Kosi Bay is on the northern end of iSimangaliso Wetland Park near Mozambique.

iSimangaliso Wetland Park Offers Miles of Adventure

The third largest of South Africa‘s conservation areas, iSimangaliso Wetland Park is a true “miracle and wonder”—the meaning of its name in Zulu. Spanning 1,250 square miles of coastline from the Mozambican border in the north past Lake Saint Lucia and the Umfolozi River in the south, the park encompasses a mind-boggling array of ecosystems, including Africa’s southernmost coral reefs, the tallest forested sand dunes in the world, sandy beaches, savannas, and wetlands.

Formerly known as St. Lucia Wetland Park, iSimangaliso Wetland Park comprises a number of important wetlands, landmarks, and smaller parks and reserves, including False Bay, Lake Eteza Nature Reserve, Maphelane Nature Reserve, uMkhuze Game Reserve, Sodwana Bay, and Tewate Wilderness Area.

The park’s abundant biodiversity and stunning natural beauty earned it a place on the UNESCO World Heritage Site list in 1999. iSimangaliso Wetland Park is enormous, and each area of it is unique. In this article, we highlight a few of our favorite spots within the park and what makes each stand out.

Lake St. Lucia

Lake St. Lucia is often considered the crown jewel of iSimangaliso Wetland Park. At 140 square miles, it is South Africa’s biggest estuarine lake—a place where fresh water and ocean water meet.

Lake St. Lucia boasts a plenitude of wildlife, including large numbers of hippos and crocodiles, a few bull sharks, and shorebirds such as giant kingfishers, spoonbills, flamingos, and a variety of herons. On shore, you might see monitor lizards, zebras, wildebeest, warthogs, impalas, reedbucks, and other antelope. It goes without saying that the natural surroundings are spectacular—botanists have identified over 2,180 flowering plants around the lake system.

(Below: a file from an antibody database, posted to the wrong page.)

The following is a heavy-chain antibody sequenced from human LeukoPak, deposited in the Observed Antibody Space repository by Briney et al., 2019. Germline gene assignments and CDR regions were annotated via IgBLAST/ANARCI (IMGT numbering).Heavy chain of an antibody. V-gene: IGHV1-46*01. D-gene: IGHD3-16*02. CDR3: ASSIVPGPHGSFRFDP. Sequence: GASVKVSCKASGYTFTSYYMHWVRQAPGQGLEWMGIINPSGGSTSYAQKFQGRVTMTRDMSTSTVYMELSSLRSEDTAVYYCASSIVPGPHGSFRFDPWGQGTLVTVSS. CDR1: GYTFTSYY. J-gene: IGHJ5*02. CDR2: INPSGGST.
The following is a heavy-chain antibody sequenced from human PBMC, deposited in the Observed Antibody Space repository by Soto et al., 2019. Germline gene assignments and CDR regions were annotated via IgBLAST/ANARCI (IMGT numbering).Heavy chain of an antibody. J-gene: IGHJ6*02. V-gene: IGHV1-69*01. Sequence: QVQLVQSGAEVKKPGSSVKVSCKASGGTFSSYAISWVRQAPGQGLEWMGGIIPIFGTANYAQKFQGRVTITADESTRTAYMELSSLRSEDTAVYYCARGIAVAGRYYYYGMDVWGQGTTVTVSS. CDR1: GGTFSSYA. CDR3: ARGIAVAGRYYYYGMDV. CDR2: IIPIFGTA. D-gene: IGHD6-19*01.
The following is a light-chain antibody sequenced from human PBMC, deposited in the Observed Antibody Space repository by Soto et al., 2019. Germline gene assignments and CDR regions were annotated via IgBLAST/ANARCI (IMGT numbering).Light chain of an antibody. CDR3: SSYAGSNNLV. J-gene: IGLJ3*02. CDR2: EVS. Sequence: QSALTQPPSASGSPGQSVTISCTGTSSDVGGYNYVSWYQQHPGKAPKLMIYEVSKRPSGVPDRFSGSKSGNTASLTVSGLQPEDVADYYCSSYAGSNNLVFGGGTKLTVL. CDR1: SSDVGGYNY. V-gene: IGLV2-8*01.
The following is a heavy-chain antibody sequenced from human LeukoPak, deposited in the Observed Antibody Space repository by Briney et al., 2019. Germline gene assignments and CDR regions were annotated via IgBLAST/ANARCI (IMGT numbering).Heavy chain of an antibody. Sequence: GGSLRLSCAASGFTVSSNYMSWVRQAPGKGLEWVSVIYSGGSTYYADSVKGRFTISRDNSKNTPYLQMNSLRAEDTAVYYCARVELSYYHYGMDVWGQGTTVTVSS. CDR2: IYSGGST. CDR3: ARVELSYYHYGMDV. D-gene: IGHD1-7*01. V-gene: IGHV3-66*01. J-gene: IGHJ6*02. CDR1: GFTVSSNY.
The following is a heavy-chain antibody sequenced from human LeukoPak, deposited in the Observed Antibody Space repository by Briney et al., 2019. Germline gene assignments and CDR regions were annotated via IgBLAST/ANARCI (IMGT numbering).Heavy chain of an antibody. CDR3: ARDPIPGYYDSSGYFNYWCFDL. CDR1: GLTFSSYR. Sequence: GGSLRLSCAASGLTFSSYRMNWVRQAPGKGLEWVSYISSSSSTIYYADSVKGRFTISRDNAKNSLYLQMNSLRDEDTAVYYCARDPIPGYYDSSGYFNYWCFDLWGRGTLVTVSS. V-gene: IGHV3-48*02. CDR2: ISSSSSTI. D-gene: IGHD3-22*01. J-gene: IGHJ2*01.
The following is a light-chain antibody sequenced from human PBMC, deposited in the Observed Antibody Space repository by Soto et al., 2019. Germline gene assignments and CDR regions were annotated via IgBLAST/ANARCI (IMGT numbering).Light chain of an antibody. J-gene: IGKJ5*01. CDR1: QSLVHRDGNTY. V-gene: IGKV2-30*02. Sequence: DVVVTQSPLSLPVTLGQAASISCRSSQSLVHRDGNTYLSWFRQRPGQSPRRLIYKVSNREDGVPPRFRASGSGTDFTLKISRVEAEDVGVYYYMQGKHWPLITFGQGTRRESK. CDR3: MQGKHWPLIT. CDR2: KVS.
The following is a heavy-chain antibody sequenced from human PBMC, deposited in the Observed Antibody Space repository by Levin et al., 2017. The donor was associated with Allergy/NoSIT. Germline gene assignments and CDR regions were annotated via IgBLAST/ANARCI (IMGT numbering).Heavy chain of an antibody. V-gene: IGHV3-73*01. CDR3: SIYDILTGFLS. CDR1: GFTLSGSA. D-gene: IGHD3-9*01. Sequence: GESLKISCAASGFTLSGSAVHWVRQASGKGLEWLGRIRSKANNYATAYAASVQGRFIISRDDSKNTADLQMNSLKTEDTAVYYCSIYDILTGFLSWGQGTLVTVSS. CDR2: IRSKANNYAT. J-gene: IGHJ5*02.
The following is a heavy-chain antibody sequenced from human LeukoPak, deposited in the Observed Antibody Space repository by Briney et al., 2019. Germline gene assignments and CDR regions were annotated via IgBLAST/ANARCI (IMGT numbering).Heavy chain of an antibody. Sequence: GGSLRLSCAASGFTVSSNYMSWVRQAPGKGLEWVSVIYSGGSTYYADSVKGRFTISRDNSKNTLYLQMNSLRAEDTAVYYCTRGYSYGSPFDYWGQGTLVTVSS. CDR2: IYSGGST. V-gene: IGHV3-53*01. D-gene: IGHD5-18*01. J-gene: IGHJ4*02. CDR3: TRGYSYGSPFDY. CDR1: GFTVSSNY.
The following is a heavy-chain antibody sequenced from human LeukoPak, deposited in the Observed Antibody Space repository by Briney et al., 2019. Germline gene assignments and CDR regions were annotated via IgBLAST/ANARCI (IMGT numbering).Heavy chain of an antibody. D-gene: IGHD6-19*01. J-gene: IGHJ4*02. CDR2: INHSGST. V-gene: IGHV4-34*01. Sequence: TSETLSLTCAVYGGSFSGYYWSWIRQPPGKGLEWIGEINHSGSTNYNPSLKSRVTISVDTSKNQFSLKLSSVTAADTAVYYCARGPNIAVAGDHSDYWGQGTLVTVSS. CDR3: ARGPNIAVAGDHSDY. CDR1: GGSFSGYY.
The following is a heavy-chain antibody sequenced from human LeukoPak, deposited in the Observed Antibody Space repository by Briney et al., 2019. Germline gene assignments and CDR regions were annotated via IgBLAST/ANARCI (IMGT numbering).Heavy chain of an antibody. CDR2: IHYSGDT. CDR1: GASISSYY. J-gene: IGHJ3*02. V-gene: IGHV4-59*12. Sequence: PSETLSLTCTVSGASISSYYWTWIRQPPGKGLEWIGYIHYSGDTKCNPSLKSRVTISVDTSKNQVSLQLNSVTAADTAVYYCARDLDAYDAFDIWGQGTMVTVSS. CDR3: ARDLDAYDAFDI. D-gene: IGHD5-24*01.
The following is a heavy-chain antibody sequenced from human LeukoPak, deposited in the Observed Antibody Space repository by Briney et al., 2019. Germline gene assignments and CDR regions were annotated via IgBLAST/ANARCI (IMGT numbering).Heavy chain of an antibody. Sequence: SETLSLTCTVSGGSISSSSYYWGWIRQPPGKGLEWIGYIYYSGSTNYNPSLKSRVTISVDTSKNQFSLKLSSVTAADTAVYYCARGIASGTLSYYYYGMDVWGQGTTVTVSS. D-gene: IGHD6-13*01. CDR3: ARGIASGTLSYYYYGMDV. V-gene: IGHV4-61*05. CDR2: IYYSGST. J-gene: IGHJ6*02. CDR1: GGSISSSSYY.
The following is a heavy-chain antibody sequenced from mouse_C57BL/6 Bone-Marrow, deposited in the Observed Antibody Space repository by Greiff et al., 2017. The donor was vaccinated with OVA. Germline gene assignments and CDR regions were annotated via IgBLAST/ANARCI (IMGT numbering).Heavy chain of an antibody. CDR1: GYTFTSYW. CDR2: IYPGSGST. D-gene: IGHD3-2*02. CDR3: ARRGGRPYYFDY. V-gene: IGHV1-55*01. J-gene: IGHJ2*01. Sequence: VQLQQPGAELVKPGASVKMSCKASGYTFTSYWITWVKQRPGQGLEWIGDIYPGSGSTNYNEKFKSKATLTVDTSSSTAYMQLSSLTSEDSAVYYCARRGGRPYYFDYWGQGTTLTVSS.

No wonder the lake was named a Ramsar Wetland of International Importance in 1971. And thanks to re-introduction efforts, the eastern shores of the lake now have Cape buffalo and elephants, and there is a possibility of spotting a rhino or leopard too.

Boat cruises are perhaps the most popular way to see Lake St. Lucia. It’s a great way to spot some of the park’s crocs and hippos, as well as a variety of shorebirds, some songbirds, and a few raptors, particularly fish eagles.

On land, strolling the Estuary Boardwalk will introduce you to incredible sights and sounds. It is a must for birders—more than 400 species live around the lake, many displaying colorful plumage and singing enchanting melodies. The vegetated sand dunes between the lake and the ocean offer another fascinating route for those on foot.

Cover longer distances via the mountain bike trails that wind through the estuary. You can also take a bicycle tour that travels through sections of the park and the town of St. Lucia. Horseback riding along the beach or through the bush to see plains game is another good way to explore the area.

An African elephant wades in Lake St. Lucia estuary, South Africa. Photo by Bernard Gagnon.

False Bay Park

This small nature reserve protects the western shore of False Bay, a freshwater bay connected to Lake St. Lucia. The park is to the east of Lake St. Lucia near its northern end.

False Bay was named a Ramsar wetland site in 2015. It is home to many bird species, including the African broadbill, greater flamingo, little stint, pied avocet, pink-backed pelican, and great white pelican. Other wildlife include hippos, African clawless otters, Cape grysboks, steenboks, Cape genets, and both the marsh and Cape gray mongoose.

Sodwana Bay

Several miles up the coast from Lake Saint Lucia lies Sodwana Bay, the southernmost point where Africa’s coral reefs have formed. The bay boasts some of the most impressive coral variety globally, along with color-changing octopuses and squid.